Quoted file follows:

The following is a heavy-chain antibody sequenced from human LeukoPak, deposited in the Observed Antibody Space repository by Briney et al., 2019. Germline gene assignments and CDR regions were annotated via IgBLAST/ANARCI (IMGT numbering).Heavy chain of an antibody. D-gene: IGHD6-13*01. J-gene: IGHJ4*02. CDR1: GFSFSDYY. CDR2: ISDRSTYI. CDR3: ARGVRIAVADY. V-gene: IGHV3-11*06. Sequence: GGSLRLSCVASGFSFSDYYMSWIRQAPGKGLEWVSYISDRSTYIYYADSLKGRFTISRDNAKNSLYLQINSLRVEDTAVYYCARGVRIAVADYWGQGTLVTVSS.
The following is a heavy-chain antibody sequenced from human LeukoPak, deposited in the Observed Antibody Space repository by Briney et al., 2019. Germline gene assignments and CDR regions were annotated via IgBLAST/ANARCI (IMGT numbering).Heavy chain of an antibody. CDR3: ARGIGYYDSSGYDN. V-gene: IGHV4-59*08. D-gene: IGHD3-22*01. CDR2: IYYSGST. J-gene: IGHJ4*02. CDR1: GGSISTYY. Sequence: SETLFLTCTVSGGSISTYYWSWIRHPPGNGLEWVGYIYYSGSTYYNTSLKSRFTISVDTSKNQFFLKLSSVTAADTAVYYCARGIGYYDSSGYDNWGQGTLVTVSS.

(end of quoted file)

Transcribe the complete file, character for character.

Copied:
The following is a heavy-chain antibody sequenced from human LeukoPak, deposited in the Observed Antibody Space repository by Briney et al., 2019. Germline gene assignments and CDR regions were annotated via IgBLAST/ANARCI (IMGT numbering).Heavy chain of an antibody. D-gene: IGHD6-13*01. J-gene: IGHJ4*02. CDR1: GFSFSDYY. CDR2: ISDRSTYI. CDR3: ARGVRIAVADY. V-gene: IGHV3-11*06. Sequence: GGSLRLSCVASGFSFSDYYMSWIRQAPGKGLEWVSYISDRSTYIYYADSLKGRFTISRDNAKNSLYLQINSLRVEDTAVYYCARGVRIAVADYWGQGTLVTVSS.
The following is a heavy-chain antibody sequenced from human LeukoPak, deposited in the Observed Antibody Space repository by Briney et al., 2019. Germline gene assignments and CDR regions were annotated via IgBLAST/ANARCI (IMGT numbering).Heavy chain of an antibody. CDR3: ARGIGYYDSSGYDN. V-gene: IGHV4-59*08. D-gene: IGHD3-22*01. CDR2: IYYSGST. J-gene: IGHJ4*02. CDR1: GGSISTYY. Sequence: SETLFLTCTVSGGSISTYYWSWIRHPPGNGLEWVGYIYYSGSTYYNTSLKSRFTISVDTSKNQFFLKLSSVTAADTAVYYCARGIGYYDSSGYDNWGQGTLVTVSS.